Imagine this… three pairs of feet running as fast as we can, clutching a “chembu” ( a water container – rather like a large bulb at the bottom with a narrower top) full of water, trying not to spill the water… we’re in a lemon and spoon race?
Naah, nothing so easy… we’re in a race to reach the… no, wait, I’m running ahead of myself!
This was the early ’70s and we’ve been carted along by the parents to the wedding of somebody – third cousin’s fourth grandson or something like that – like most kids those days, we not only didn’t have much of a choice, the possibility of a choice would probably have stumped us completely!
So there we were – in this little village somewhere in Cuddapah, at the wedding of someone we’d never see before (come to think of it, I don’t think I’ve seen them since!)But never mind, they are family!
The wedding is in a truly beautiful old temple (sub-ten year old philistines that we were, the grey stone carvings still made an impression on my mind) and we are staying in a sort of choultry attached to it. Speaking of choultries, there is an actual place in Tamilnadu called McDonalds Choultry (no kidding, check it out in Salem district, which over the years has become Magadanchavadi – I love these name evolutions. Think of a Hamilton Bridge in Chennai becoming corrupted (or evolving, as I prefer to call it!) to Ambattan Bridge ( the word “ambattan” in Tamil means “barber”!)
Ok, diversion over, we are back to our choultry at the wedding. All is fine, except that the village of P has not yet evolved to the stage of having indoor toilets… or, as we discover to our horror, no toilets at all! I don’t eat for a couple of days – basing my actions on the simple logic of input-output. I manage – till hunger almost kills me on the third day! Plus it’s wedding food after all. Give in to temptation on the third day and eat everything – including ladoos and whatnot – with inevitable consequences!
Three pairs of feet, three chembus clutched in hands and the lemon and spoon race has nothing on our anxiety to get to the great outdoors pit which serves as the toilet!
The older ladies are in a quandary. Till we find out that in one house in the village, one soul – who happens to be the junior engineer in the electricity board, has built a toilet in his house! He is suddenly very pleased to be entertaining twenty five members of his boss’s (my dad’s) family. Except that of the twenty five, there are only twenty four present in his drawing room at any one point, with the twenty fifth disappearing quietly amidst sotto voce hisses of “Don’t take too long” and “My turn next”!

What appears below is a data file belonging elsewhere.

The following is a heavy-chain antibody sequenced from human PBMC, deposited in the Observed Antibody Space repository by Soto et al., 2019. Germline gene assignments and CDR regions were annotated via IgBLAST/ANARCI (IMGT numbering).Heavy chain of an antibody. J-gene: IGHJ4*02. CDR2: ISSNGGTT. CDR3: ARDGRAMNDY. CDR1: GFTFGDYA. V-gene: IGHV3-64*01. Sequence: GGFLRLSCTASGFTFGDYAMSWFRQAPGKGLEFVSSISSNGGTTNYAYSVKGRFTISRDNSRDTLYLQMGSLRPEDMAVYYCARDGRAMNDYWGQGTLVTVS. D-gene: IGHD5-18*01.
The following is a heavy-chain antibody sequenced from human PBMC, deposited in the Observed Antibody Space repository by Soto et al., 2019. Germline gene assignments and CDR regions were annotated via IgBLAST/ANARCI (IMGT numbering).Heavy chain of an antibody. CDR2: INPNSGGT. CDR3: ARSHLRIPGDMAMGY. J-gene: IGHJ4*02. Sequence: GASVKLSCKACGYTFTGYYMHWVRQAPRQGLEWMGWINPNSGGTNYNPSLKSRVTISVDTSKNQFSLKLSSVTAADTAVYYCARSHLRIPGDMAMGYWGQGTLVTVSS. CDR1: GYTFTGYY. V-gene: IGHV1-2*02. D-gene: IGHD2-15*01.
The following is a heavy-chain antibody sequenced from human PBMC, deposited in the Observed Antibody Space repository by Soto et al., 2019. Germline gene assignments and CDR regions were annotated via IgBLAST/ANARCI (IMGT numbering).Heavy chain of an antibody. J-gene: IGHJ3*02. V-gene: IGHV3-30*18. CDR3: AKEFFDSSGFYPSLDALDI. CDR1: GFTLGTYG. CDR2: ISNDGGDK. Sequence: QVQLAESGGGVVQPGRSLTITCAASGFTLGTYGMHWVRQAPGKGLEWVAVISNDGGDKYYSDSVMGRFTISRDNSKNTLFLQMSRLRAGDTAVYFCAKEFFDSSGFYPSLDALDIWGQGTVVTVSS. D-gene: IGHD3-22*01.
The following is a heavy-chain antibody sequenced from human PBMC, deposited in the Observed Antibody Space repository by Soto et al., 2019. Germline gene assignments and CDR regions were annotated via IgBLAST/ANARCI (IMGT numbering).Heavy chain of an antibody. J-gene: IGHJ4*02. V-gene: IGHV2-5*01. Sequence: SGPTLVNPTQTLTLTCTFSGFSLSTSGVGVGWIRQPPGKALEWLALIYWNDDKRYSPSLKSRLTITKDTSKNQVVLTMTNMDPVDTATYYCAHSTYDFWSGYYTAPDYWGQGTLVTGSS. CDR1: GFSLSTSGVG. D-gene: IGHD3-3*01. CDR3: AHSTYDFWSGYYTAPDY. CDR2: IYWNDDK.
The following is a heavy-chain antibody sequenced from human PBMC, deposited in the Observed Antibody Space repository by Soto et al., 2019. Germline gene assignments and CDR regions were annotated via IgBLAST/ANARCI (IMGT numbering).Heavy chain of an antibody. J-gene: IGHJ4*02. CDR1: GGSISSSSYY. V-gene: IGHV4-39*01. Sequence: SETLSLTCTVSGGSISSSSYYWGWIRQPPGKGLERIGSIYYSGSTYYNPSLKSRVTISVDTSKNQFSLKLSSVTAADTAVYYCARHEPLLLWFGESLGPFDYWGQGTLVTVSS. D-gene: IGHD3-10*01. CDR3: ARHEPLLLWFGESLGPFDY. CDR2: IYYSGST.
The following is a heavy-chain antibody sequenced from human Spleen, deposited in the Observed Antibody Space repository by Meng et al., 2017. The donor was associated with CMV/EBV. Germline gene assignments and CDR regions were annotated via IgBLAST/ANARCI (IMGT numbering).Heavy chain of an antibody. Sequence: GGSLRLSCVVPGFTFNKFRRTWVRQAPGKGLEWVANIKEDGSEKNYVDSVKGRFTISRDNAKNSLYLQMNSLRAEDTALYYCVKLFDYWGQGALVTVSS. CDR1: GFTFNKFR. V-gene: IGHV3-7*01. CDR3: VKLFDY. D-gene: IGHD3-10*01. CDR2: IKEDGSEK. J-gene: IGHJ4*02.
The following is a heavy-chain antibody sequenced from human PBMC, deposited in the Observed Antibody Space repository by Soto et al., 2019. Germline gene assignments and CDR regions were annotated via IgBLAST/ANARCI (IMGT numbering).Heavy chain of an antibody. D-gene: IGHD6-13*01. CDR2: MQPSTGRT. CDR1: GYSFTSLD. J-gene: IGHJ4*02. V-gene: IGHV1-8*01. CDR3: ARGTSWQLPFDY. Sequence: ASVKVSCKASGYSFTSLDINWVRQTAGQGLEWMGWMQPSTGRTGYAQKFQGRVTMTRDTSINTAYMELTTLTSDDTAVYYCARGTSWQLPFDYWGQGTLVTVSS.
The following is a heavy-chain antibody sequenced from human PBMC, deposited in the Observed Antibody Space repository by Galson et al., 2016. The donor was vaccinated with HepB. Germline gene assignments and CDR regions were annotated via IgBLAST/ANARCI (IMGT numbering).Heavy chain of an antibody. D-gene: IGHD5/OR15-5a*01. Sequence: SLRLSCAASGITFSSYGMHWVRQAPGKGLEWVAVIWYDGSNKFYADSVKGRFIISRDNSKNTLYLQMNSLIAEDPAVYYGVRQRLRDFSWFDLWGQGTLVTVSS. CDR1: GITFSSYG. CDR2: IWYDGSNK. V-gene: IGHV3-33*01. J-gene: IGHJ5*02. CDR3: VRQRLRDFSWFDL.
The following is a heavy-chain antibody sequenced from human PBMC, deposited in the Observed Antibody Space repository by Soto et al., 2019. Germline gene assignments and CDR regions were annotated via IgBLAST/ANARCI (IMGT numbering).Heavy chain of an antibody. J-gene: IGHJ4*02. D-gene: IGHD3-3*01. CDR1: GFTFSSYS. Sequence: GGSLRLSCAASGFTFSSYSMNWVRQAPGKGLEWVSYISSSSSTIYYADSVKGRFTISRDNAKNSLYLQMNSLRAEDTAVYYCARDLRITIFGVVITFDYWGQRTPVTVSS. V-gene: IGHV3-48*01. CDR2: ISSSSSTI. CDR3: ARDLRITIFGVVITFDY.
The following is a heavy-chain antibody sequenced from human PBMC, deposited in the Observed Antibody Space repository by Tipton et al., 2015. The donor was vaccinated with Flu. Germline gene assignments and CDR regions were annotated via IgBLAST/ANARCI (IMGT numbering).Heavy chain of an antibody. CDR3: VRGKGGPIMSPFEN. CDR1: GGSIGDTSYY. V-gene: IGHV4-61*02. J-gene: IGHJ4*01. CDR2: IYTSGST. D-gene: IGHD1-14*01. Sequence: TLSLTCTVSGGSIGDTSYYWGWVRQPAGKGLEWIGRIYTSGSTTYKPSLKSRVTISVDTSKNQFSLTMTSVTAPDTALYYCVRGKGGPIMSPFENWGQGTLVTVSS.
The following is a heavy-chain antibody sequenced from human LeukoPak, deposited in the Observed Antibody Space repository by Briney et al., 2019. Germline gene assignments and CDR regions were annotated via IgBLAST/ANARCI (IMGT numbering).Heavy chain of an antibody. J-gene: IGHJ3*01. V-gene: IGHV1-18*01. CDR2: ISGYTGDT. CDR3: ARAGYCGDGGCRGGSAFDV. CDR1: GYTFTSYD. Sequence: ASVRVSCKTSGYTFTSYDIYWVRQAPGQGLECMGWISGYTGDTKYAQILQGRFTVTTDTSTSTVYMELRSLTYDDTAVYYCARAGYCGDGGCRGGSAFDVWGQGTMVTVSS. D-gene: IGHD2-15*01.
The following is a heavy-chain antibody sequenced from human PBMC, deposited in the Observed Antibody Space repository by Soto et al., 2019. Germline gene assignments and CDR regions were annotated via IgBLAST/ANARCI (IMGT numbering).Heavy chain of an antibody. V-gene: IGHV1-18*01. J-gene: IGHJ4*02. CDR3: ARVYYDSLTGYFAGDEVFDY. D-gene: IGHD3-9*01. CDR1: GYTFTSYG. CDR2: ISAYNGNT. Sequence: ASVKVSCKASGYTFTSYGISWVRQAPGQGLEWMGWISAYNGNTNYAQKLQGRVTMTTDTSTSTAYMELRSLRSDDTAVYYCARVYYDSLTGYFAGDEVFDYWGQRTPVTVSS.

All that deep Andhra/Rayalaseema stuff reminds me of this curry my ammamma (grandmother) used to make –
CHOWCHOW OR POTLAKAYA PAALA PINDI MIRIYAM
(ok, that sounds like quite a mouthful but it’s basically a spiced gourd stewed in milk)
- Chowchow/Chayote peeled and cut into 1 cm cubes. Remove the inner white seed. – 3 OR
- Snake gourd (potlakaya) OR
- Bottle gourd (sorrakaaya/aanapakaaya)
- Turmeric 1/4 tsp
- Milk 1/2 cup
- Sugar – a generous pinch
MASALA POWDER (the pindi miriyam – literally pepper powder!)
- Urad dal 2 tbsp
- Peppercorns 7-8
- Raw rice 2 tsp
- Coconut grated (fresh) 3 tbsp – (optional but yum!)
- Red chillies 2 or 3
- Any vegetable oil 2 tsp
- Mustard seeds 1 tsp
- Jeera/cumin seeds 1/2 tsp,
- Red chillies 1-2
- Curry leaves – 2 sprigs
Microwave the vegetable on high for 4 minutes.
Meanwhile dry roast and grind the ingredients for the pindi miriyam, adding a little water if necessary.
Heat the oil in a saucepan. Add mustard, jeera and red chillies in that order. When they splutter, add curry leaves.
Add the boiled vegetable and sprinkle the turmeric. Mix well and add the ground masala, salt and sugar.
Let the mixture cook for a couple of minutes and add milk to adjust the consistency.
Bring to a boil and simmer for 3 minutes.
Serve with rice and a plain pappu (dal)